Remember the internet in 1999? I do. I was 14 years old, we had our first ever home computer and AOL internet.
We had a book of “Interesting Websites”, because Google hadn’t entered the common lexicon. We had Microsoft Encarta ‘99 on a CD ROM (how swish) because nobody had bothered to invent Wikipedia yet.
I spent my evenings on StarWars.com, trying to find out more about this ace new movie that was going to be released, with Liam Neeson and Ewan McGregor. My dad spent his evenings on a Leeds United email list.
And a bunch of absolute geniuses led by Douglas Noel Adams had spent their evenings launching a website called h2g2.
It was an online, customisable encyclopaedia, written and edited by volunteers. Two years before Wikipedia was launched.
But it was more than that. Customable personal spaces with “Journals”. Or blogs. Where you could collect Friends and Followers, who’d subscribe to your updates. Four years before MySpace, five years before Facebook, seven years before Twitter.
Imagine if you could go back to 1999, or even 2001, knowing what you know today about how the internet will develop. Imagine that someone offered you the ownership of Wikipedia and MySpace rolled into one.
Well in 2001, that was offered to the BBC and they took control of h2g2. And ten years on, they’re trying to sell it.
Because h2g2 isn’t what it could have been. And that’s everyone’s fault.
I joined h2g2 on February 22nd 2003. A Saturday. I was 17 years old, working for the Royal Mail and bored. But we could access the BBC website from work, and that led me to h2g2. I signed up, and the rest is history.
Before drifting away from h2g2 in 2009 to launch Unmemorable Title, I wrote 15 solo Edited Guide Entries on subjects as diverse as Josef Mengele and Lucas Radebe, via the Kaiser Chiefs and how to pair bond gerbils. I did five years as a volunteer Sub Editor, four years as a features writer for the h2g2 Post and more than my fair share of shifts in the Peer Review section.
But I took much more than I put in.
I learned how to write on h2g2. I learned how to pitch a piece to an audience, how to accept criticism and how to stop writing huge run-on sentences with millions of commas. I made some good friends, who I still keep in touch with via Twitter and Facebook.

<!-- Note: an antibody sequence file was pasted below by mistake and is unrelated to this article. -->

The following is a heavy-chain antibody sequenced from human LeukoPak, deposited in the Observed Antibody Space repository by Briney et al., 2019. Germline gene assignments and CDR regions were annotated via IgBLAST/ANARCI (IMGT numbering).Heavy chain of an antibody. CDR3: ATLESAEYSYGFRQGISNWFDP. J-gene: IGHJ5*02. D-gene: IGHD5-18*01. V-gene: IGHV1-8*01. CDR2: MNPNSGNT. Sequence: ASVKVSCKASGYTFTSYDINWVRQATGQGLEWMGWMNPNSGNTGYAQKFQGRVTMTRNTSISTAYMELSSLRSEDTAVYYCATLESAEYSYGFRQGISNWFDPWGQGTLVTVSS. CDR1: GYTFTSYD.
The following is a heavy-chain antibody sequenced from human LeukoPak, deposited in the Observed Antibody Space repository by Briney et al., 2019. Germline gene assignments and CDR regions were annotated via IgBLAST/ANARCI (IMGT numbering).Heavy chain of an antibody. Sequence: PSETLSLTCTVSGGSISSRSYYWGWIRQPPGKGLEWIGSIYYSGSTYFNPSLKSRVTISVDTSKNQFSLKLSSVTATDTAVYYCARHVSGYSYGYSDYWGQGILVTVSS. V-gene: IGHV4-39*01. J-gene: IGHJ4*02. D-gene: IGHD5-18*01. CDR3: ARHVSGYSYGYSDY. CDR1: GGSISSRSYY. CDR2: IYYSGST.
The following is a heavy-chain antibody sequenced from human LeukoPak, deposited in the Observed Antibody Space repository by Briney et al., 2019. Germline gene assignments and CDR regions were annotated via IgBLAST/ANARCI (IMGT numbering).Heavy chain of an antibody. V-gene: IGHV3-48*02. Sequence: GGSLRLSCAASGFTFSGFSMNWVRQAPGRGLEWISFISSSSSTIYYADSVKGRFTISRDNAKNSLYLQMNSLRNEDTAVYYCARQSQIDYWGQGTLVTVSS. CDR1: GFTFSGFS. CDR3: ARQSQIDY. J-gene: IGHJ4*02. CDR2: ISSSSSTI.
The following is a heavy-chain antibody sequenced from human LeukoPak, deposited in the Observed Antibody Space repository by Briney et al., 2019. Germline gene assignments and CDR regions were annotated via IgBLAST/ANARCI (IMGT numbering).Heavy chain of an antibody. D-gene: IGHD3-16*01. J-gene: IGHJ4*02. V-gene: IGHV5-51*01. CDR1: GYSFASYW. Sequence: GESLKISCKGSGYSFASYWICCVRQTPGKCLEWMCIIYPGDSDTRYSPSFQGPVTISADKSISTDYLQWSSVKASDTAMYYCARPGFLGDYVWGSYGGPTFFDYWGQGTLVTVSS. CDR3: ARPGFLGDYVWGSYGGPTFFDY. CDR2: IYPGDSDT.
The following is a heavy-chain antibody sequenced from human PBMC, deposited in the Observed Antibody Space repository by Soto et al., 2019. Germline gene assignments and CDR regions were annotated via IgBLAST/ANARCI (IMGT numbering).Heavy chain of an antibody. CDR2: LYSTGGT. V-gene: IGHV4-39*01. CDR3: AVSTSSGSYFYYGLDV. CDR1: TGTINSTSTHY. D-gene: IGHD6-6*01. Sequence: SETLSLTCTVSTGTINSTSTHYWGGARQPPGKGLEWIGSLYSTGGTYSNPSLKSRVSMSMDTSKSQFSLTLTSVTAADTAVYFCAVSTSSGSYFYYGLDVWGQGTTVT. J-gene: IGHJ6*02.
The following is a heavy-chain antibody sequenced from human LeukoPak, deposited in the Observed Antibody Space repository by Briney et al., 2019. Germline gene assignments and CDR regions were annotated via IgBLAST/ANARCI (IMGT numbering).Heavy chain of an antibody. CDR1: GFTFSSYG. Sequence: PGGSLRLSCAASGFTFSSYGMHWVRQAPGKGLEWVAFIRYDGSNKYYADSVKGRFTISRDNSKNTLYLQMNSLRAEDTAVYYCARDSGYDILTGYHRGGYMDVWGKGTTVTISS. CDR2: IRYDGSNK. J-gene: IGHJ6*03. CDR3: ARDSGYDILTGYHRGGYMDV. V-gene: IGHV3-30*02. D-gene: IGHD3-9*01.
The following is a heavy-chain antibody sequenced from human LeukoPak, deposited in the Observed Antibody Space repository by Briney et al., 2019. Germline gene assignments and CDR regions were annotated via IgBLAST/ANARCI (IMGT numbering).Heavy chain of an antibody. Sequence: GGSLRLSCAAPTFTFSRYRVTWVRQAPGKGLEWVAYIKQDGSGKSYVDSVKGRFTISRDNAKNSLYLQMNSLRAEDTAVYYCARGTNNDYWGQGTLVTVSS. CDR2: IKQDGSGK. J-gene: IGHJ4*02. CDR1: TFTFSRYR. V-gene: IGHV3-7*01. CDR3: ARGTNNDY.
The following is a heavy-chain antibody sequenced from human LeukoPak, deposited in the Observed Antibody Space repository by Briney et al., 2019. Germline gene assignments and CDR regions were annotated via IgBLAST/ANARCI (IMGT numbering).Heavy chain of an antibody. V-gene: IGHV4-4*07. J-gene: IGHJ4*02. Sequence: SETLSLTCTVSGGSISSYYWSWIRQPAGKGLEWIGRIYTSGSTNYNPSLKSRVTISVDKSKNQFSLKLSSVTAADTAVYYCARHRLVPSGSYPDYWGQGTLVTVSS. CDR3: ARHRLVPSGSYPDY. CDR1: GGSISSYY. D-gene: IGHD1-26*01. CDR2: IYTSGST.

But when it came down to it, I took what I could from h2g2 and walked away. By 2009, it was obvious that the site was in decline. People weren’t writing as much for the encyclopaedia any more. And instead I took the skills that h2g2 gave me and fucked off. And I wasn’t the only one who failed it.
The much vaunted community decided that conversations about badgers were more important than updating the guide. That someone else would do it. That it didn’t need to be a viable website because the BBC would look after it.
And then the BBC failed it. h2g2 wasn’t promoted by the Beeb, and the supply of new writers dried up. Only a few dozen committed researchers and hundreds of message-board junkies remained. And it wasn’t enough to keep the site going. But still, the BBC online team kept it going.
And then, finally. Fatally. The government failed it. At Rupert Murdoch’s urging, the government decided on an act of cultural vandalism. Huge cuts to the BBC’s market-leading online offering. And predictably, as it always had to be, h2g2 was for the chop.
And I’m gutted.
I’ve spent more time on h2g2 this week, since the guys at The Eword sent me the news on Twitter, than I have in years. And it’s still the same. There’s still only a trickle of entries in the queue for the edited guide. There’s still a hard core of posters committed to arguing about everything and demanding that they should get their kicks for free.
And there’s still a handful of people who criticised my writing style as a 17 year old, and who helped me learn to do it right. And it’s horrible that we won’t be able to help other, bored young wannabe writers who stumble across h2g2.
Because there won’t be a h2g2 anymore.
It should’ve been brilliant.